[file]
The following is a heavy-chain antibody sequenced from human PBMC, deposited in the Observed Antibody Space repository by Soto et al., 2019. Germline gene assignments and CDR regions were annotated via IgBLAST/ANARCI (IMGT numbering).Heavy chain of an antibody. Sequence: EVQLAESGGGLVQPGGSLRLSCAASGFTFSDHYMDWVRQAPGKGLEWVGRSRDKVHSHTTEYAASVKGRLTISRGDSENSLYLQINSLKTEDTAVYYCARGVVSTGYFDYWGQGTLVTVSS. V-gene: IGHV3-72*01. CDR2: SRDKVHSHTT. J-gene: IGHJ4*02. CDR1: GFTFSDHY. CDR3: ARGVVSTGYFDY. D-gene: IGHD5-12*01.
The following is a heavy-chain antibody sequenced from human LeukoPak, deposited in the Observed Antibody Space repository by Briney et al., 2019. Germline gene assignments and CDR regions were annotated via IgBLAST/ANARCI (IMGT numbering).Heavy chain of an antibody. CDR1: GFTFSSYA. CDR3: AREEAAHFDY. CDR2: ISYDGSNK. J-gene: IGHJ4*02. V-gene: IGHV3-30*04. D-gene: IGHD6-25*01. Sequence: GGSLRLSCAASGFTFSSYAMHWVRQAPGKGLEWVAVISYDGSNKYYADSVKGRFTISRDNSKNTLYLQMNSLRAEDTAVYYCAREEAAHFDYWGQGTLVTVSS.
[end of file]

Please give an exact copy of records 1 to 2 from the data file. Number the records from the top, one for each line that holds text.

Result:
The following is a heavy-chain antibody sequenced from human PBMC, deposited in the Observed Antibody Space repository by Soto et al., 2019. Germline gene assignments and CDR regions were annotated via IgBLAST/ANARCI (IMGT numbering).Heavy chain of an antibody. Sequence: EVQLAESGGGLVQPGGSLRLSCAASGFTFSDHYMDWVRQAPGKGLEWVGRSRDKVHSHTTEYAASVKGRLTISRGDSENSLYLQINSLKTEDTAVYYCARGVVSTGYFDYWGQGTLVTVSS. V-gene: IGHV3-72*01. CDR2: SRDKVHSHTT. J-gene: IGHJ4*02. CDR1: GFTFSDHY. CDR3: ARGVVSTGYFDY. D-gene: IGHD5-12*01.
The following is a heavy-chain antibody sequenced from human LeukoPak, deposited in the Observed Antibody Space repository by Briney et al., 2019. Germline gene assignments and CDR regions were annotated via IgBLAST/ANARCI (IMGT numbering).Heavy chain of an antibody. CDR1: GFTFSSYA. CDR3: AREEAAHFDY. CDR2: ISYDGSNK. J-gene: IGHJ4*02. V-gene: IGHV3-30*04. D-gene: IGHD6-25*01. Sequence: GGSLRLSCAASGFTFSSYAMHWVRQAPGKGLEWVAVISYDGSNKYYADSVKGRFTISRDNSKNTLYLQMNSLRAEDTAVYYCAREEAAHFDYWGQGTLVTVSS.